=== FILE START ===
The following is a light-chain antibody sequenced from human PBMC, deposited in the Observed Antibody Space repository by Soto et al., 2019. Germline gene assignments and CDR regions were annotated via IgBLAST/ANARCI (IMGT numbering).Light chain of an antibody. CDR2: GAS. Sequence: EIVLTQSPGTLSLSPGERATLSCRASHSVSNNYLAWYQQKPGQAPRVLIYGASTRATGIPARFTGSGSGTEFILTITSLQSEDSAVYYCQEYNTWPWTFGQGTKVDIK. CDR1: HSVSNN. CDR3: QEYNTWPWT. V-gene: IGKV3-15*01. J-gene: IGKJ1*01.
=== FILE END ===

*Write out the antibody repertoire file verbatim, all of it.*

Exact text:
The following is a light-chain antibody sequenced from human PBMC, deposited in the Observed Antibody Space repository by Soto et al., 2019. Germline gene assignments and CDR regions were annotated via IgBLAST/ANARCI (IMGT numbering).Light chain of an antibody. CDR2: GAS. Sequence: EIVLTQSPGTLSLSPGERATLSCRASHSVSNNYLAWYQQKPGQAPRVLIYGASTRATGIPARFTGSGSGTEFILTITSLQSEDSAVYYCQEYNTWPWTFGQGTKVDIK. CDR1: HSVSNN. CDR3: QEYNTWPWT. V-gene: IGKV3-15*01. J-gene: IGKJ1*01.